Passover is coming up in April, and I’ve started to stock up. It always seems ironic to me, how Pesach, though commemorating the liberation of a bunch of destitute slaves with the clothes on their backs and some provisions and loot they were able to grab on the way out, is now a festival that only prosperous Jews can afford to observe properly. There may be some poor Yemenite Jews out there who still struggle to make ends meet, but then there are Jews that actually don’t accept them as bona fide kosher Jews.
The Haggadah proclaims it’s as if we ourselves were personally freed from slavery, but it’s hard to relate, when you have to be privileged enough to afford to be Jewish. That pretty much rules out folks like me.
But that’s okay. Being the resourceful type that I am, I find ways to get around our limitations and keep to the spirit and essence of the occasion. Each year I tighten the proverbial belt a little more and keep it even simpler. There are few Jews and fewer Jewish resources out here in Goyland, so I have to get really creative. I think of it as more authentic. It keeps you honest and humble.
Some of our people survived the horrors of WWII, made it to this country, then apparently forgot their own history, turned around and treated other minorities as condescendingly as they had been treated themselves. I never could understand such hypocrisy. Shouldn’t we of all people act justly and mercifully toward fellow victims? I guess it’s just human nature to become desensitized once you make it.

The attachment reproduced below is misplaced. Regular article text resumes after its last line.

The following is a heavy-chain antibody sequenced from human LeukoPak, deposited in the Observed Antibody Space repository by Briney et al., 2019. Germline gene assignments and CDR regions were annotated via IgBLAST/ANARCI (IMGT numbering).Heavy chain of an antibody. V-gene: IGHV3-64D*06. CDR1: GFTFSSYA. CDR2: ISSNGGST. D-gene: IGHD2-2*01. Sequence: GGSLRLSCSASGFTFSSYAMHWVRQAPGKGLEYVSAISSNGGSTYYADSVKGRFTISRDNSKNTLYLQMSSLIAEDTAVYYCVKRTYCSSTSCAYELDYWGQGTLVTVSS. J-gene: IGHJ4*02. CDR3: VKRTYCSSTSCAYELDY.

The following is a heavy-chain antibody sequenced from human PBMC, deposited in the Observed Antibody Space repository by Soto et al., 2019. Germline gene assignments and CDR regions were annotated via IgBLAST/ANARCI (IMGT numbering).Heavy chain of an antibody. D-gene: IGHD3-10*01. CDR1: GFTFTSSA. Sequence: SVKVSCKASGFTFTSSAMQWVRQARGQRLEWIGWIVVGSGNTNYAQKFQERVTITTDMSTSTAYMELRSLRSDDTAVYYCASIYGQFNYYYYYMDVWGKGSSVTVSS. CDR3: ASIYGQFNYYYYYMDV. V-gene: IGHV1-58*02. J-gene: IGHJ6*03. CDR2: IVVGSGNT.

Traditionally, at the end of the seder we repeat the symbolic hope, “Next year in Jerusalem.” It’s the homeland exiled Jews have always longed to return to. Personally, I have absolutely no desire to return to Israel. Once was enough. I love middle eastern culture in general, but I don’t have much sympathy for those who turn around and use their military superiority to persecute fellow semites just as they were persecuted for millennia. Jews, of all people, should know better. But that’s just my position.
So instead I say, next year in Tennessee, which is as close to a “homeland” as I’m likely to find. My son, who was born there, and family are there, and we hope to find some peace and liberation there. (I almost said “deliverance”, but thought better of it! Cue banjo-playing cannibals.) There may be as many gun-wielding religious fanatics there as in the middle east, but hopefully they’ll all just shoot each other and leave us alone.
On that cheery note, here are some signs of Passover’s approach. Of course the obligatory MD, or “sacred syrup”, more parsley, and festive pansies.